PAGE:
In 1998, feminist filmmaker Barbara Hammer felt she was nearing the end of her life, or at least was nearer to it than ever, and at an artist's retreat in Cape Cod, Massachusetts, therefore set about recording her experiences to capture the very minutiae of what she would lose once she had passed away. Twenty years later, months before she died, she returned to this unused footage, which had images only, not sound, and her friend and fellow filmmaker Lynne Sachs assembled it for her, accompanied by an interview.
It is said death is the big inevitable, the one thing that binds us all together, and as such it has created a fascination in filmmakers be it as entertainment, punishment for evildoers, tragedy striking innocents down, and so on. But with this short film, barely a quarter hour long, the reflection that comes with a death happening at the end of a fairly substantial life was the subject matter, since it would generate many thoughts that would be accompanied by a cascade of visual memories.
Now, in the twenty-first century, it seems everyone records their oh-so-precious memories electronically, meaning presumably once they reach their final bow they will not so much rely on their minds to recollect how they spent their lives, but with what they can reproduce on a screen. So it was with Hammer, encouraged by Sachs to make observations on the 16mm reels she recorded back in 1998 as they played across the screen that you, watching the film, would be able to experience second hand.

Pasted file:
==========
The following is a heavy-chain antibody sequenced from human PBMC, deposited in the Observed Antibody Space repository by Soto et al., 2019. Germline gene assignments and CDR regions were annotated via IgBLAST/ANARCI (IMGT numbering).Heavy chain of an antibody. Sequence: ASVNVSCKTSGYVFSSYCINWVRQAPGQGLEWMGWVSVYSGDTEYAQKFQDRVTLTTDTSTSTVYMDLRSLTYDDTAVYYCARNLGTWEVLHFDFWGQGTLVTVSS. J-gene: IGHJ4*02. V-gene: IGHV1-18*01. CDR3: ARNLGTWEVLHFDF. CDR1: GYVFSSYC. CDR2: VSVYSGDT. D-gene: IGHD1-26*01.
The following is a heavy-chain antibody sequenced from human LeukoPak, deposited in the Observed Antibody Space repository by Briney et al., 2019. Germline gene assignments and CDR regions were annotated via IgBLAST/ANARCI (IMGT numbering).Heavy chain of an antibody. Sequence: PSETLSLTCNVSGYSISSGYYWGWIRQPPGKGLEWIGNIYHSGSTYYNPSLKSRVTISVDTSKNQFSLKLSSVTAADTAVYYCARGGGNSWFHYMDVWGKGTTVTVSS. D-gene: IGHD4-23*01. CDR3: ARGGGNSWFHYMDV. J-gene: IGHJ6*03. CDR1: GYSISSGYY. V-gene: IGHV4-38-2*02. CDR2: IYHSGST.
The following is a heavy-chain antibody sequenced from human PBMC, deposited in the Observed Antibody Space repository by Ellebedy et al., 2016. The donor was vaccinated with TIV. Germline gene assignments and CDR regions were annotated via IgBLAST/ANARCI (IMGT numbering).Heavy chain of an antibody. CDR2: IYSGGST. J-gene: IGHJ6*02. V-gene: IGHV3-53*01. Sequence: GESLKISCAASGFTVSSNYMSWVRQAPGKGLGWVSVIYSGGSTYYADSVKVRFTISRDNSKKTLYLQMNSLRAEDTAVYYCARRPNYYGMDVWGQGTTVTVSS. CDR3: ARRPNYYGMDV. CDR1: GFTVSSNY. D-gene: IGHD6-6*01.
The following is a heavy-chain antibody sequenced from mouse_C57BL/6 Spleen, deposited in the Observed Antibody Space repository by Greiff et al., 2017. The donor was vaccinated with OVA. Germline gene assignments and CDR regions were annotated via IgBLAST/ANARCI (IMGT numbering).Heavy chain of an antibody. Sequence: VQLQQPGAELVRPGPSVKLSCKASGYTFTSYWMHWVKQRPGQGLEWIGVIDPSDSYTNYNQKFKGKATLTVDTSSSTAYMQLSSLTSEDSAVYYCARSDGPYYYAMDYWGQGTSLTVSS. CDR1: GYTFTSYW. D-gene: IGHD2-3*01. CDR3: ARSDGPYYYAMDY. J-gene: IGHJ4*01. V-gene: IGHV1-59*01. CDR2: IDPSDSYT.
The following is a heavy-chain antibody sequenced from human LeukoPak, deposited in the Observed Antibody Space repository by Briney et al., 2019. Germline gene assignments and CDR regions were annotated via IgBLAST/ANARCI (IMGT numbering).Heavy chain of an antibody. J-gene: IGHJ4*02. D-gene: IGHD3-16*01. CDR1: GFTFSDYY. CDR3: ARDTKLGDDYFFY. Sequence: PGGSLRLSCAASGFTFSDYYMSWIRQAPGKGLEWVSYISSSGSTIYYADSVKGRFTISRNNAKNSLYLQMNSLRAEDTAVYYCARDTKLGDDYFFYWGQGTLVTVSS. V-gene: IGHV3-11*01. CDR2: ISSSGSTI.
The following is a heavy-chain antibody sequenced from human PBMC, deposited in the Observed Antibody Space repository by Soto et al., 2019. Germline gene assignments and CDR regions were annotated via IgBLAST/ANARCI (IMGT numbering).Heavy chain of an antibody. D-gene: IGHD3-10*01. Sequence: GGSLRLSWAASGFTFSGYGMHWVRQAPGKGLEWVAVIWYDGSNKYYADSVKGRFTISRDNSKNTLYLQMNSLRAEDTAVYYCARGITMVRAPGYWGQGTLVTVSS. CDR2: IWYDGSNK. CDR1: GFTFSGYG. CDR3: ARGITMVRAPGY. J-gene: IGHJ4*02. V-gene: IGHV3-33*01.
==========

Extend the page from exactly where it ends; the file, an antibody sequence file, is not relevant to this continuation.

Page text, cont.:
So what was the difference between getting to the dying of the light and scrolling through your Instagram and what Sachs and Hammer did here? Maybe it was the artist's eye that this was shot with, though in truth what was valuable about the footage was anyone could have taken it in the same circumstances, it was just that it was universal to the opportunities it presented and specific to the place and time that Hammer was living for a month at what was in effect a beach hut away from everyone in the world.
We witnessed anything from the animals she filmed, to the skies that looked huge and impressive, to herself taking a shower outside (nobody around, so she could do that), all of it feeding into that short period spent at that location which anyone could have done in a similar way, but did not, and each tactile sense of what she was inhabiting grew clearer in every one of those titular frames. Really it was a sliver of a piece, an item of memory that meant the most to Hammer as she was there for it, yet could evoke experiences the viewer has had at the same time, never needing to resort to their own library of clips and visuals when there was the personal version they were carrying around in their heads. As she philosophises on the soundtrack, you may think she was onto something indelible here...
[Click here to watch on MUBI.]